Battery life is key. What you've done with the Maxx is a step in the right direction, but if you pair that with 28nm die LTE modems (and other parts, obviously), you would take this into the stratosphere. This isn't exactly an epiphany, so expect other manufacturers to be hard at work on the same thing. Get to market first and you'll be known for it.

Of course, Andy's already been to the stratosphere.

Next up: CPU/GPU. I know you all like to play nice with Texas Instruments, but their combo screams "compromise!" So does nVidia. For that matter, so does just about everyone. Samsung is the only company I can think of that doesn't, and that's only with their Exynos processors. Be our hero, Motorola. Come out with an A15 dual core that has a killer GPU.

Software is also important, and I must commend your choice in using Android (since you've been acquired by Google, I'm doubtful this will change). However, I also have a bone to pick; two, in fact. Blur and bootloaders.

"Blur" rarely makes one think, "that must be really polished and awesome."

Blur is actually not bad, but you really ought to focus more attention on serving add ons to the OS rather than a complete refresh of it. I know you think that it "differentiates" your device, but you've misunderstood. The consumer couldn't care less about Blur, Sense, TouchWiz, etc. No one goes from a Samsung Galaxy SII to a Droid RAZR and says, "Wow! This new theming is the best!" Go ahead and make a new launcher and do a few small tweaks like allowing swipe to camera from the lockscreen on Gingerbread, but leave it at that. Spend your time on making Smart Actions more polished (and who cares if it ends up a pirated *.apk; that means you're making something others envy!).

For the bootloaders, unlock them (well, decrypt the signature). The people that want it will love you for it, and they are few. The people that would be trouble with an unlocked bootloader won't be doing anything that requires one. Keeping it locked up is basically a no-advantage scenario. If you're worried about more tech support issues, just be sure to send a new device, pre-release, to the heads of some of the usual suspects of awesome ROMs and they'll handle the tech support side (AOKP, CM, MIUI, etc.). It'll cost you a grand total of something like $4500 retail (less, since it'll just be your cost plus shipping), and it'll also be free advertising to boot. That will probably be the best $4500 you'll ever spend, equating to thousands if not more handsets sold. This is a no-brainer and a really, really easy and cheap way to be the #1 make amoung the tech and Android enthusiast blogs and forums.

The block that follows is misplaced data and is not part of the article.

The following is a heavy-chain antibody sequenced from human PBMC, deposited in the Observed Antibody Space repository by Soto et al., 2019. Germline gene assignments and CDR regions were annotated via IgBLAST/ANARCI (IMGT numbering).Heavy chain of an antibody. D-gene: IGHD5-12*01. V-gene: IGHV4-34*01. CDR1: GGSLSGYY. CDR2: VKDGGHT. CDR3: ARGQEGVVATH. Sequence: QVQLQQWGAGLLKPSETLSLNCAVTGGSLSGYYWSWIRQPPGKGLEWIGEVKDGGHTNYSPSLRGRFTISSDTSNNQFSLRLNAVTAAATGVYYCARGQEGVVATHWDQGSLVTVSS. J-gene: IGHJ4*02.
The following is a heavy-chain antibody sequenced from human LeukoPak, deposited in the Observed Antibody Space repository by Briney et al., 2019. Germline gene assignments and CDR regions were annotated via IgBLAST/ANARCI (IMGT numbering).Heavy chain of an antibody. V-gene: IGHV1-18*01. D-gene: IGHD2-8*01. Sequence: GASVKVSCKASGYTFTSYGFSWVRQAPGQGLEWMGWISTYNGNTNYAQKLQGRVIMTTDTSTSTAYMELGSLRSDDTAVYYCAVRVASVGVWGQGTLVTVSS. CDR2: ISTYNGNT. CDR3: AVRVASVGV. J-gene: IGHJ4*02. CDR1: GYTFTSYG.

And please, none of that stupid "developer device" crap sold without a warranty and no carrier subsidies. That just pisses people off and makes you look cheap (remember: no compromise perception).

You could be King of the Nerds, Motorola. Embrace your destiny.

Last but not least: the camera. This is an easy one: use a Carl Zeiss lens and a Xenon flash. Yes, the Xenon will take more juice than an LED. It won't matter. People don't use the flash enough to make a giant dent in battery life, but they will notice the difference in their nighttime photo quality. That's also why you'll use the Zeiss lens: picture quality, picture quality, picture quality. This is key. You'll need competitive MP so that you don't fall short on silly spec sheets, but the picture quality will make you a legend in the blog world. And, since you're Motorola, you'll find a way to make it look sexy and not like, well . . . a Nokia.

This is one of the few things Nokia got right, and they're universally praised for it.

The rest is fluff. MicroSD slot vs. internal memory, HDMI port vs. PDMI, etc. don't mean too much. If Apple's shown the world anything, it's that you can compromise on connectors and most people won't care.

So, to sum up, make us a device with the following:

  • RAZR Maxx build (battery included)
  • A15 with a killer GPU (a real benchmark-buster)
  • 5.3", HD, sAMOLED+ screen
  • Carl Zeiss lens with a xenon flash
  • Vanilla Android with a custom launcher and some basic tweaks
  • Unlocked bootloader
  • Advance devices sent to leading devs in the ROM scene
Do this, and you'll be awesome. Do it not, and every one of your handsets will die this day.

True story.

Wednesday, March 21, 2012

Waving Goodbye

This morning, my inbox (and probably yours, too) greeted me with this message from the Google Wave team:

It says, "Dear Wavers,

More than a year ago we announced that Google Wave would no longer be developed as a separate product. Back in November 2011, we shared the specific dates for ending this maintenance period and shutting down Wave. Google Wave is now in read-only mode. This is a reminder that the Wave service will be turned off on April 30, 2012. You will be able to continue exporting individual waves using the existing PDF export feature until the Google Wave service is turned off. We encourage you to export any important data before April 30, 2012.

If you would like to continue using Wave, there are a number of open source projects, including Apache Wave. There is also an open source project called Walkaround that includes an experimental feature that lets you import all your Waves from Google. This feature will also work until the Wave service is turned off on April 30, 2012.

For more details, please see our help center.

Yours sincerely,
The Wave Team"

Time to pour one out for the best collaboration software money couldn't buy.